Focus | Does Ministry of Disaster Preparedness, Recovery and Reconstruction make sense?

Does the new Ministry of Disaster Preparedness, Recovery and Reconstruction (MODPRR) make sense? The short answer is that it depends. Whether something makes sense or not depends on whether it offers an appropriate solution to the problem it was designed to solve. Is this new ministry the solution to the problem the government seeks to solve?

Having listened to me on Z Live say I was waiting to fully consider the appropriateness of the new MODPRR before commenting on it, a highly regarded individual reminded me that following the 9/11 terrorist attacks, U.S. government agencies seemed to blame each other for the lapses that allowed the catastrophe. As a result, the Department of Homeland Security was formed, which got rid of the many “silos” that existed prior. Through the new agency better coordination would be achieved. The listener also noted that in the early stages of the establishment of Homeland Security there was much criticism of the move. Many considered it a move toward further bloating the U.S. government and increasing bureaucratic hurdles. Spring forward a few years and it is difficult to imagine U.S. national security without the Department of Homeland Security. The purpose of its creation was to coordinate the work of a variety of agencies and it seemed to fulfill that purpose.

What is the intended purpose of the new Ministry of Disaster Preparedness, Recovery and Reconstruction? According to Prime Minister Minnis, it is to “focus and to coordinate the national response for the recovery and reconstruction of Grand Bahama and Abaco.” Also, according to the PM, it is to help “local authorities in the development of plans and the construction of high capacity, reinforced hurricane shelters on high ground in vulnerable communities throughout The Bahamas”. The PM actually mentioned the ministry has seven responsibilities that include: (1) Relations with NEMA, (2) Relations with Family Island Consultative Committees and Administrators, (3) Disaster preparedness, (4) Disaster response, (5) Disaster relief and recovery, (6) Preparation of information to local residents on financial matters and the changing state of local services and (7) Securing from Cabinet approval of all medium to long-term plans.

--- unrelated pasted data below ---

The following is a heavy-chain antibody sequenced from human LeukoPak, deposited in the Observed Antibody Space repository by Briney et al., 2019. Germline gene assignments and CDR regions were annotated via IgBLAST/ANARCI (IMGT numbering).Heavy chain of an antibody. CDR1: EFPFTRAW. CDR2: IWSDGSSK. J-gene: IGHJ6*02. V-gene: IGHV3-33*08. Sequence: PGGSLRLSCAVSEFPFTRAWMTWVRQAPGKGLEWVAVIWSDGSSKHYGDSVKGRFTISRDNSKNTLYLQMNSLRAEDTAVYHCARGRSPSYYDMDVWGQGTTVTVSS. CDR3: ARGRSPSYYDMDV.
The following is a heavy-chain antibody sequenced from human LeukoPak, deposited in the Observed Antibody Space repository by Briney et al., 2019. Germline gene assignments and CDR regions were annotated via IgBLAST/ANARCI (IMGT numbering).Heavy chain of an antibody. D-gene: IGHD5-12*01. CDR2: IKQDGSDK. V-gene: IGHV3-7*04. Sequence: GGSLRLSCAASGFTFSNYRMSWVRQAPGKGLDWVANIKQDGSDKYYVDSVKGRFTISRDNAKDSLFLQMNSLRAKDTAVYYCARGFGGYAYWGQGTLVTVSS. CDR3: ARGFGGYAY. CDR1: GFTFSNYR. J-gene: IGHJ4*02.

If we focus on the most immediate and significant reason for establishing the new ministry, that is, to “focus and to coordinate the national response for the recovery and reconstruction of Grand Bahama and Abaco”, the question is what is required for the recovery and reconstruction of those islands? Those islands will require the replacement and improvement of destroyed public infrastructure (roads, schools, docks, clinics, buildings, etc.). Those islands will require the restoration and/or improvement of private infrastructure (homes, businesses, churches, civic structures, etc.). This is only the hard infrastructure. There is also soft infrastructure needed, including human resources, administrative and technical systems and new security arrangements.